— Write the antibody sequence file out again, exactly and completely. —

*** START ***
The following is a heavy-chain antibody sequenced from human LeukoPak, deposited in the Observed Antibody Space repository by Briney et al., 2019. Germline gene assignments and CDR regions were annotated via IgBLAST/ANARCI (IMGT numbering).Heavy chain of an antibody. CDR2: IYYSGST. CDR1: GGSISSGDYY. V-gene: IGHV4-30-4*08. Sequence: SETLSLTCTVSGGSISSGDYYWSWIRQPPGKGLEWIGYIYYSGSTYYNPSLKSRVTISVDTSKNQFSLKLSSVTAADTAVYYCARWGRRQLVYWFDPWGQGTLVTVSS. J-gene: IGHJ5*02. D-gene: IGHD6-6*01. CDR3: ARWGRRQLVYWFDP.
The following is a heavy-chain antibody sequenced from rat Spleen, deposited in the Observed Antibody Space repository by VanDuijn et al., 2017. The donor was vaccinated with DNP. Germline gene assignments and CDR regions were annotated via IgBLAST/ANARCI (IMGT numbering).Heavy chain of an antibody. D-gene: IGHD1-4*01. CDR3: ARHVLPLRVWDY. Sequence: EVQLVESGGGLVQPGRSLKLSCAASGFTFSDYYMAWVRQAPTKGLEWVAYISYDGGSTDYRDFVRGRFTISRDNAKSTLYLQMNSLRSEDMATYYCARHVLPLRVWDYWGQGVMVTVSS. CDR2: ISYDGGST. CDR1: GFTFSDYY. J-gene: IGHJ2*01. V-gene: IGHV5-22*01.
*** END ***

The following is a heavy-chain antibody sequenced from human LeukoPak, deposited in the Observed Antibody Space repository by Briney et al., 2019. Germline gene assignments and CDR regions were annotated via IgBLAST/ANARCI (IMGT numbering).Heavy chain of an antibody. CDR2: IYYSGST. CDR1: GGSISSGDYY. V-gene: IGHV4-30-4*08. Sequence: SETLSLTCTVSGGSISSGDYYWSWIRQPPGKGLEWIGYIYYSGSTYYNPSLKSRVTISVDTSKNQFSLKLSSVTAADTAVYYCARWGRRQLVYWFDPWGQGTLVTVSS. J-gene: IGHJ5*02. D-gene: IGHD6-6*01. CDR3: ARWGRRQLVYWFDP.
The following is a heavy-chain antibody sequenced from rat Spleen, deposited in the Observed Antibody Space repository by VanDuijn et al., 2017. The donor was vaccinated with DNP. Germline gene assignments and CDR regions were annotated via IgBLAST/ANARCI (IMGT numbering).Heavy chain of an antibody. D-gene: IGHD1-4*01. CDR3: ARHVLPLRVWDY. Sequence: EVQLVESGGGLVQPGRSLKLSCAASGFTFSDYYMAWVRQAPTKGLEWVAYISYDGGSTDYRDFVRGRFTISRDNAKSTLYLQMNSLRSEDMATYYCARHVLPLRVWDYWGQGVMVTVSS. CDR2: ISYDGGST. CDR1: GFTFSDYY. J-gene: IGHJ2*01. V-gene: IGHV5-22*01.